7. June 2010 12:59
"It's time to do what the good Lord would refer to as a 'cleansing of the wicked'" ~ Sheriff John Quincy Wydell
In today's age of gay, emo vampires that don't hurt anyone, it was kinda refreshing to see a more traditional vampire flick out there. The story centers around Pitt(played by William Forsythe), an extreme southern preacher turned vampire who has decided to use his "gift" to create an army of the undead to do god's work, ridding the world of sinners. The concept showed some serious potential and Foresythe delivers a solid performance (as always), but I feel a lot more could have been done with both the story and the character. Things started off strong, but seemed to fizzle out towards the end. The movie could have seriously benefited from Pitt leading his army on an all out rampage of the small town of Redemption, but his attention was primarily focused on Starla, a local stripper, and her daughter Hope. Yul Vazquez does a decent job as the story's sullen hero, Fortune, who is attempting to make up for his past by protecting Hope from the vampire threat.
The film offered some decent gore effects, but I was pretty disapointed with the fact that the script didn't stick to more traditional vampire lore in terms of death. They did highlight the fact that sunlight will kill a vampire, but last time I checked vamps could not hang out in churches or be killed with guns. With that aside, the death scenes were pretty good considering the obviously low budget.
Overall, Mark Young(Tooth & Nail) could have done a lot more with the concept and talent he had to work with. I appreciate the attempt and things started out great, but really ended up falling flat. It is no suprise that this film was not released on DVD until last month, despite being made in 2007. The movie is certainly watchable, but don't get your hopes up too high as the beginning really did show lots of promise. A mediocre film at best, but a definite improvement from the current trend of shiny ipod vampires. 4/10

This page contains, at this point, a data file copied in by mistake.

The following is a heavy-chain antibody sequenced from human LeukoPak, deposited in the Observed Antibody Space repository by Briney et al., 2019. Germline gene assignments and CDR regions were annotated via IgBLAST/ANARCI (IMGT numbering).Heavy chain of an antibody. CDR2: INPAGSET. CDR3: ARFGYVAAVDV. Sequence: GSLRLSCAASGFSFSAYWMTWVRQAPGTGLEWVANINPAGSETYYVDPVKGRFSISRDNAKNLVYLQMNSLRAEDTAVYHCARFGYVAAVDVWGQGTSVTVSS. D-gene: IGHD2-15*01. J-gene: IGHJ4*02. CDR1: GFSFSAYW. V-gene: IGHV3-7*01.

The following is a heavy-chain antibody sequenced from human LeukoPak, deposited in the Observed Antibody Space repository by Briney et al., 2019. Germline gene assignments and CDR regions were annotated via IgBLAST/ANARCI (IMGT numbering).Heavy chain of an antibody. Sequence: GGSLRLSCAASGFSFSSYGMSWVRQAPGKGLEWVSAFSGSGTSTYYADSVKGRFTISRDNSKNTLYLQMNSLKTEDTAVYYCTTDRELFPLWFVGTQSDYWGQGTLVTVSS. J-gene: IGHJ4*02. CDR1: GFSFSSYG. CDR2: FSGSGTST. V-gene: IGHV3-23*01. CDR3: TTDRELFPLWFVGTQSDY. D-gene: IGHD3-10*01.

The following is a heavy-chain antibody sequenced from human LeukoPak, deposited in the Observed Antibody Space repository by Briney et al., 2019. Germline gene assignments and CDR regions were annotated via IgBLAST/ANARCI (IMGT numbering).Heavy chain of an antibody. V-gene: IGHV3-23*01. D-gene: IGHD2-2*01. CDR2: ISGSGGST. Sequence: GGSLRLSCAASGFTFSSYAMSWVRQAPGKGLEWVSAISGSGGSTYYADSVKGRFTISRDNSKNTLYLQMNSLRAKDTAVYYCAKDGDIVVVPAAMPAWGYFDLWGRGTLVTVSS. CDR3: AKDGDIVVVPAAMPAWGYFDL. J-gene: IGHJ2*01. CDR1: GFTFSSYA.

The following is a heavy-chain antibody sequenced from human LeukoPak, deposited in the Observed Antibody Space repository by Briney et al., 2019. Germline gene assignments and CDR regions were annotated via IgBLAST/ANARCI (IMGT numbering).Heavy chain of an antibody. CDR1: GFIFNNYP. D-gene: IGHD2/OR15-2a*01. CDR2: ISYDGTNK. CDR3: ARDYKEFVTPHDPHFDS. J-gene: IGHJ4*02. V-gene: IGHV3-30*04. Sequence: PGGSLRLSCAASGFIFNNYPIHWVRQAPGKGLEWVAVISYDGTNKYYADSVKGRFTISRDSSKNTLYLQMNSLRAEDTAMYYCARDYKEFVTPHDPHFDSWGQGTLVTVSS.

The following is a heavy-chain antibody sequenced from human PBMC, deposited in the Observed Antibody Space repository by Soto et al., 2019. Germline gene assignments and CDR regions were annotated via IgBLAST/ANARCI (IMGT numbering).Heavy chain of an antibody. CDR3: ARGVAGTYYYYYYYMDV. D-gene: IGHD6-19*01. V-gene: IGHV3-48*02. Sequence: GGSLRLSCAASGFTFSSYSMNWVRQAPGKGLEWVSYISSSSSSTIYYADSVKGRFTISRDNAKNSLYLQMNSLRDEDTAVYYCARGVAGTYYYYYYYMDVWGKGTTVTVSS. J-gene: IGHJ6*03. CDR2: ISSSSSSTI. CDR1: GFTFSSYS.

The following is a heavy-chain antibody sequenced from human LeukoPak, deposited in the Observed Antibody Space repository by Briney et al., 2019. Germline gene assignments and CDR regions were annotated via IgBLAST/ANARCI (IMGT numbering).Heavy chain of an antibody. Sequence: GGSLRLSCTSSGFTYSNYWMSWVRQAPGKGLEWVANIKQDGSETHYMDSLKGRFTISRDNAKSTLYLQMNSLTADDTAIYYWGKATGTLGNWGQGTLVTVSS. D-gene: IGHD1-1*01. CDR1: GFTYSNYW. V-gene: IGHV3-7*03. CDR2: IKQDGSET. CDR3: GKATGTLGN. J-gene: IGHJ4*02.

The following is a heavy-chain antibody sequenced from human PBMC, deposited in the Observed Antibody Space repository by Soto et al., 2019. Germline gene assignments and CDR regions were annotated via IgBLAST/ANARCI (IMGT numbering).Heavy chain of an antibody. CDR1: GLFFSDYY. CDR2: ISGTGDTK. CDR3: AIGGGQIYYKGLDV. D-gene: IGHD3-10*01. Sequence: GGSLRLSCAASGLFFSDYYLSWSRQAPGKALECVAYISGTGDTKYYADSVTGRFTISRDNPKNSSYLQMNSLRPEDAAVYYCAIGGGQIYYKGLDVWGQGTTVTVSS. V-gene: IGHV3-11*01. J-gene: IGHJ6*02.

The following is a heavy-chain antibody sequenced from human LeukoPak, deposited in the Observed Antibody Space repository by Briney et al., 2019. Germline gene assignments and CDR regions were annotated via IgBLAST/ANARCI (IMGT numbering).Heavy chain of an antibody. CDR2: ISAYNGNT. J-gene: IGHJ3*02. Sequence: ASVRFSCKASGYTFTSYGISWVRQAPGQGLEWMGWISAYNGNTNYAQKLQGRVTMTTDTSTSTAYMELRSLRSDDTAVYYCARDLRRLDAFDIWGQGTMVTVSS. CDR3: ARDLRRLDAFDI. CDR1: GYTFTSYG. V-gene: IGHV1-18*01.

DVD currently available from Amazon
5. June 2010 08:24
Have you ever woken up one morning to find the world as you know it has turned upside down? Suddenly, are all the lights in your house casting a deep blue sepia; Is your house now located next to a spooky cemetery, and more importantly, do the walls in the kitchen seem to be bleeding more than usual? Then you need "How to Survive a Horror Movie: All the Skills to Dodge the Kills." The book, while a survival guide to the world of horror movies, is also a humorous look at all of those cliché's horror movies tend to favor, such as "The 6 Character types in a Horror Movie," "What to do if there are Snakes on your Plane," and the all important "How to Convince the Skeptical Local Sheriff." Mr. Grahame-Smith takes great, and somewhat sarcastic, care to detail every possible situation and the correct response to take when faced with a creature of the undead.
When I first saw this book, I had to admit, I had my doubts. The rules of horror movies have been hammered into our heads again and again since long before "Scream" came out, so what could this book tell me that I don't already know? After reading the first chapter, I was pleasantly surprised. Instead of the same old rules that everyone knows, such as "The Cat is a Forbearer of your Doom," Smith takes his tips for dodging your unceremonious death at the hands at killers to a new level, such as the innovative "Switch Genres," and the 5 steps C.R.A.V.E.N. technique. He also encourages you, the young hero of this film, to use the resources around you to your advantage, such as your friendly neighborhood shop teacher. Another thing that impressed me was the great drawings done by Nathan Fox. I had expected the book to be bland as dish-water like most survival guides, but I often found myself turning to a page and busting out laughing. How often do you see a woman mace a masked killer without even looking up?
Whatever you do you should buy this book, because you never know just where and when you will walk into a horror movie.
For more from Seth Grahame-Smith, pick up "Pride and Prejudice and Zombies" and "The Big Book of Porn" Today.
3. June 2010 09:39
Cute, moving and somewhat hot, Masters of Horror Sick Girl is a treat to the viewer. Directed by Lucky McGee, the same sick mind behind May and The Woods, Sick Girl is actually a horror film with feeling. Everything about this film is fresh and original. From the situation to the protagonists, this film takes strange ideas and works them well. Were it not an episode of Masters of Horror, it would have stood well on it’s own. The characters are fresh and original, and oddly even though one of the actresses is a porn star in her day-to-day life (allegedly), she has actual acting talent and beauty to boot.
As I said before, everything about this plot is fresh yet very familiar. Ida is just a girl who wants to find a nice girlfriend, but first she needs to find someone who is ok with her “pets.” Ida is an entomologist by day and bug enthusiast by night. This situation alone is a bit strange, but endearing. The audience, while distracted with the horror elements of the film, is still none-the-less drawn into Ida and Misty’s relationship. Storytelling at it’s finest.
Make no mistake, while the film is cute, it still retains quite a bit of bite. The horror elements of the film are well done and both parts flow together to create an almost perfect film. This film is a 9/10.